Inside the hut Amy hesitates. There’s a pile of old clothing huddled in the corner. At one end is a man’s head peeking out. His eyes are closed.
“Hello Mister. How are you? Are you asleep?”
Silence. So Amy instead shouts out of the hut’s window, “Mummy come and see who I’ve found!”
“OK sweetie, have fun.”
Amy shrugs and goes back to crouch beside the crumpled figure.
“Hey Mister, would you like a cup of tea? I can make you one.” She mimes pouring tea into a cup.
“Don’t you want it Mister? Well I’ll put it here for later. Oh no! Your laces are undone. I’m not that good at tying laces yet but I’ll try. Gosh you’re really cold Mister.”
Peeling off her pink fluffy scarf she places it across the man’s chest.
“Here this will keep you warm. Are you having a nice sleep Mister? I won’t bother you any more. Night night.” She pats his arm.
“Amy, what are you doing in there? It’s time to go. I’m freezing.”
“That’s my mum shouting me Mister. I have to go now. Bye bye. I’ll try and come back tomorrow.”
She clambers down the ladder.
“Amy, there you are. Come on! I hope you didn’t touch anything dirty in there.”
by Michael Snyder
“Who came up with this?”
A shrug. A push of an intercom button. Followed by a crackle, then a voice.
“Steve, can you come in here?”
“Sure thing, boss.”
Some awkward waiting. The creak of a hinge. Muted greetings all around.
“You want to tell me about this?”
“I’d rather not.”
“You want to tell me why?”
“Well somebody needs to say something.”
No one said anything.
After a really lengthy short pause, someone (let’s say it was Trish) said, “It’s really not a bad idea.”
Someone laughed through their nose. But the more they thought about it the more they started to agree. And the more they silently agreed, the more Steve wished he had taken credit for it while credit was still available.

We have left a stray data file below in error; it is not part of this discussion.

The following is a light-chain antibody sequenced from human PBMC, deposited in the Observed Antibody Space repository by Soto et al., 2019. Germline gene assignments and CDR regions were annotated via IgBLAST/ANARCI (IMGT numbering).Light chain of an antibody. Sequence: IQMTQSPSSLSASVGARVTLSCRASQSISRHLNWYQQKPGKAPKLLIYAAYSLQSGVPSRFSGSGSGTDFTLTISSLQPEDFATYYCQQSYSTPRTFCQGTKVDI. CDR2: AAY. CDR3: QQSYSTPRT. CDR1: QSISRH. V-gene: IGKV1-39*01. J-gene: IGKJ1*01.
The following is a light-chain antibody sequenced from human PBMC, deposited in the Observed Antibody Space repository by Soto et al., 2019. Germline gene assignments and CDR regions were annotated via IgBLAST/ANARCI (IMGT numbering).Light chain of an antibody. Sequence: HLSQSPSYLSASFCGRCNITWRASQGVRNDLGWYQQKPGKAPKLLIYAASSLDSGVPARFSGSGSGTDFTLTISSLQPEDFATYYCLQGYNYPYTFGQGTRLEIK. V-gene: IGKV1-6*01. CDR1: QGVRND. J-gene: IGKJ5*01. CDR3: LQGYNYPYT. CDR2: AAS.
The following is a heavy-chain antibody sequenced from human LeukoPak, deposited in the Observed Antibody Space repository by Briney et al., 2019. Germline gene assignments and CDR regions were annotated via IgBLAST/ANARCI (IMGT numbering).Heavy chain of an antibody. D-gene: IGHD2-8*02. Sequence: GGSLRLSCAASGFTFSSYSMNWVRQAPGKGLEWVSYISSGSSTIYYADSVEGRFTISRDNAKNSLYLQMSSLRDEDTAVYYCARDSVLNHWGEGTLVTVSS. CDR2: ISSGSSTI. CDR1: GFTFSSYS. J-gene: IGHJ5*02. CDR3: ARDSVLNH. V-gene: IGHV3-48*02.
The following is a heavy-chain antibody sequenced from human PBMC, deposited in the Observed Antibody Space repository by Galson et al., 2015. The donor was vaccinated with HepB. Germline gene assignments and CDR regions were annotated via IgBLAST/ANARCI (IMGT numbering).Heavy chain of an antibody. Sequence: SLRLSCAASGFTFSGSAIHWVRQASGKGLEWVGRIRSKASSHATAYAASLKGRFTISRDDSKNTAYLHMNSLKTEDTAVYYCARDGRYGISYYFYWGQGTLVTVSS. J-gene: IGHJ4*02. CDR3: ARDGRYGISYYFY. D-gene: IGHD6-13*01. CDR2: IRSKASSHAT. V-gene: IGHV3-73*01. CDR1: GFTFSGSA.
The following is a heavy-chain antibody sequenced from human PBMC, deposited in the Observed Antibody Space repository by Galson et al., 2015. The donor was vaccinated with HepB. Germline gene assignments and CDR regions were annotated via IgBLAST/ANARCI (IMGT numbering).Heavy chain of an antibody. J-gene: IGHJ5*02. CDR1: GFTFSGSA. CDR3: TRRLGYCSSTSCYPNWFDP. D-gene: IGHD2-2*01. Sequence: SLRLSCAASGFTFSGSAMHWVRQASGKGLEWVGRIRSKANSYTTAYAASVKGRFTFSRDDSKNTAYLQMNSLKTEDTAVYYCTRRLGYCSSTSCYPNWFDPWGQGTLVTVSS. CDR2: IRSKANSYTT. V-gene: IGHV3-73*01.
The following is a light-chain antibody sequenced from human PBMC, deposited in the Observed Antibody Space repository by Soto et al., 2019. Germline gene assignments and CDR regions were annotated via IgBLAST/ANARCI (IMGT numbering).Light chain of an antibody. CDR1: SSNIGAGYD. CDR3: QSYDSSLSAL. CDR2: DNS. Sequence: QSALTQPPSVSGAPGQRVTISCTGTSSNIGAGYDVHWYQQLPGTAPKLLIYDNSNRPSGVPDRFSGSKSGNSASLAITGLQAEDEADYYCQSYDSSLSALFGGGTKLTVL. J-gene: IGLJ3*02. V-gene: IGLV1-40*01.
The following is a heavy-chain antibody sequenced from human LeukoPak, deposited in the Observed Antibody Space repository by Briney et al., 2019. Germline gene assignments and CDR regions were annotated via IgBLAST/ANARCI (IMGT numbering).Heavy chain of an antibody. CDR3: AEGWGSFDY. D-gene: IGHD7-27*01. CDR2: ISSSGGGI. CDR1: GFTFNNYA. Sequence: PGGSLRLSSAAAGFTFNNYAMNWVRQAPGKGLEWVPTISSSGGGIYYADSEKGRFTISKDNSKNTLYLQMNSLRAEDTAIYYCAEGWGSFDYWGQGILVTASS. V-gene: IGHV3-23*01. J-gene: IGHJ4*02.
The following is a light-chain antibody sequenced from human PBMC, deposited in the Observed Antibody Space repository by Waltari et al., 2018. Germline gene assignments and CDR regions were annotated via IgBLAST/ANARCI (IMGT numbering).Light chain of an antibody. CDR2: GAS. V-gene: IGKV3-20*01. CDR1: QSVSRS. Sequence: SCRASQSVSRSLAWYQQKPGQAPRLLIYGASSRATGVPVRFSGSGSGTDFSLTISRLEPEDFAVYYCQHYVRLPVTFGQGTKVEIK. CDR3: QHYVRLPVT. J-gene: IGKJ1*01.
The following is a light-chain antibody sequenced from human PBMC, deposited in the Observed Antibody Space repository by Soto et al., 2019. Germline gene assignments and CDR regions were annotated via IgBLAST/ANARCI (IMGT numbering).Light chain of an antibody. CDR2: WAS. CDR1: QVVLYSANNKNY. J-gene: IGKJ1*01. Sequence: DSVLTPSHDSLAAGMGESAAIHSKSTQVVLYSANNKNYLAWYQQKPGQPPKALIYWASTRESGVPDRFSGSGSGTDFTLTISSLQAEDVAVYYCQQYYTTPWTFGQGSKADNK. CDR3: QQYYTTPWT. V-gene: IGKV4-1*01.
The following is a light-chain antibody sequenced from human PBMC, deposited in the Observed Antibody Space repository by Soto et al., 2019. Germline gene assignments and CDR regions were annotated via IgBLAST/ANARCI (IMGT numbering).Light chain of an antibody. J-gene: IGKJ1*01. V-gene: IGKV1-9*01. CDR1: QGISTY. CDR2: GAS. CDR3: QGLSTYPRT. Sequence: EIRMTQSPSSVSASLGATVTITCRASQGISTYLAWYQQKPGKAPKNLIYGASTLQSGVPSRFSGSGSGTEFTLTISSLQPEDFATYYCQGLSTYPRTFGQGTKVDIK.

“Well, what are we going to do about it?”
The answers rained down. “Press conference…take out an ad…let’s hold a rally…media blitz…hire a skywriting company…”
A cleared throat, followed by a voice, the singular voice of authority.
“I say we sleep on it.”
“You serious, boss?”
A nod, tentative at first, but gaining confident momentum on its descent. He was, after all, the boss, the man paid to decide such things.
“Meeting is adjourned.”
Minds wandered as bodies filed through the doorway. Mistrustful glances ricocheted but never quite landed. Loyalties were considered, then reconsidered. Mental spreadsheets weighed risks against rewards, job security against the lure of more and bigger and better. Would this great idea be squandered? Was there not some moral obligation to resort to whatever was—?
“Why don’t you shut the door and have a seat?”
When everyone else was gone, the boss rested the meat of his chin on the weave of his fingers and said, “Now about this idea or ours…”
by Jay Lithgoe
‘If we’ve all read Terry’s piece perhaps we could commence with the critique. Terry, perhaps you could elucidate your prose, Terry, for the enlightenment of your colleagues.’
‘Thank you, Terry. Quite the wordsmith you are, Terry. Terry, I’d like to give you -and indeed everyone, Terry – some tips on creating more authentic dialogue, Terry.’
‘Why you doin’ that? S’creepy, Dude.’
‘Well spotted. One’s dialogue is not usually so liberally sprinkled with the person’s name, yes? It does rather jangle in the proverbial ear. Don’t you think?’
‘Word count, innit.’
‘Is it? Quite. Now, speaking of dialogue, ha, speaking of dialogue, no? Anyway, a few tips on making your dialogue more… Yes, Terry?’
‘Quite. Another excellently iterated point. I see a new professor in the making. Tips on dialogue, Terry. Repetition is an excellent.’
‘meth… huh? Erm, that is, yes? What?’
‘Dialogue is words. Right?’